Because our chart can be treated as a self-starting chart, the number of observations available before the change may have a large impact on its performance. We will consider changes which occur after both 50 and 100 observations, that is, . We compare our ROBUSTD chart to two other change-point detection algorithms. The first is the method described in Hawkins and Deng [9] for location shifts, which we will denote by MWCPM. It uses a similar change-point model to ours, but there test statistic is the Mann-Whitney statistic. Second, we compare our ROBUSTD chart to Zou and Tsung [17], which integrates the nonparametric likelihood ratio test framework into the EWMA chart. We notice that their chart contains a tuning parameter used in the EWMA scheme. Large values of produce a chart which is more efficient to large changes, while small values of produce a chart which is sensitive to small changes. We choose to use which is a value considered in their paper, and we denote their chart by NLREWMA. To allow fair comparisons, we set the of every chart at 500. Similar results hold for other values of , but we omit them for space reasons.

For each of the three distributions, 10000 sequences were generated, and the change consists of multiplying to all postchange observations, respectively. The average time taken to detect the change is then recorded for each chart.

Tables 2, 3, and 4 show the average time required to detect shifts in dispersion, from which we can get the following conclusions. (i)Our chart is much better than the MWCPM at all cases of dispersion shifts. (ii)Our chart is much better than the NLREWMA at most cases of dispersion shifts.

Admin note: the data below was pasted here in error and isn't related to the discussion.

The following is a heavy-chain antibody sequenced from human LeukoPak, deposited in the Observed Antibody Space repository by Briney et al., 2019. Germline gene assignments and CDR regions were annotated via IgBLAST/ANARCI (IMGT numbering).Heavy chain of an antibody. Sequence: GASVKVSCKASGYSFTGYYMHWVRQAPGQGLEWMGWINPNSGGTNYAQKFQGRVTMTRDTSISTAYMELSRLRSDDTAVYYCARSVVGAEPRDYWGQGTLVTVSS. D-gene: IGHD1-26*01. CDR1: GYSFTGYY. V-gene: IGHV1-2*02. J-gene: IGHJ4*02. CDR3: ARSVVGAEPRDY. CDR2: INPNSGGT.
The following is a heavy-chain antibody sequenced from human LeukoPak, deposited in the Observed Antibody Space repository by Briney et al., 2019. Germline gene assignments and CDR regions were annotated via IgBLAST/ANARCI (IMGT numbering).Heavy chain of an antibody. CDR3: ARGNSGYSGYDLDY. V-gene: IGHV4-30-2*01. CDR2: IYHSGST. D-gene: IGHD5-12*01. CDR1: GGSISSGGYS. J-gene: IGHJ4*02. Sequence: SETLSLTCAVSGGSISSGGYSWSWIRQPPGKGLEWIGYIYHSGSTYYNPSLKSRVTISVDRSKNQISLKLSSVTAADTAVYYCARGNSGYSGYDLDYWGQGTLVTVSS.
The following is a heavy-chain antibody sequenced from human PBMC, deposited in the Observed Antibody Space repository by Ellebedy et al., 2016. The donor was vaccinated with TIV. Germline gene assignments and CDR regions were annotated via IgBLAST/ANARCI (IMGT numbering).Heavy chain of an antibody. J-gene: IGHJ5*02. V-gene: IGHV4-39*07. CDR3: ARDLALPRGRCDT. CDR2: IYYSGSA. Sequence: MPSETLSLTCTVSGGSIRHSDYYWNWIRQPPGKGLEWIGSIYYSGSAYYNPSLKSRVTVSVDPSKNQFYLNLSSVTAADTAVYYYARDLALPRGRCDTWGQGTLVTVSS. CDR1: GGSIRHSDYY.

tab2
Table 2: for dispersion shifts in the distributions, for several values of the change time .
tab3
Table 3: for dispersion shifts in the heavy tailed distribution , for several values of the change time .
tab4
Table 4: for dispersion shifts in the skewed distribution , for several values of the change time .

So we can conclude that when we want to monitor dispersion shifts, our chart is the best choice since it gives excellent performance across all magnitudes of shifts considered based on comparisons previously mentioned.

5. Conclusions

We proposed a new robust and self-starting control chart to detect dispersion shifts by integrating a two-sample nonparametric test [19] into the effective change-point model.

Our chart is much better than some other nonparametric methods at most cases for shifts in dispersion. As it avoids the need for a lengthy data-gathering step before charting (although it is generally necessary and advisable to have several warm-up samples) and it does not require knowledge of the underlying distribution so the proposed chart is particularly useful in start-up or short-run situations.

Acknowledgments

This paper is supported by the NNSF of China Grant nos. 11001138, 11071128, 11131002, 11101306, and 11201246 and the RFDP of China Grant no. 20110031110002.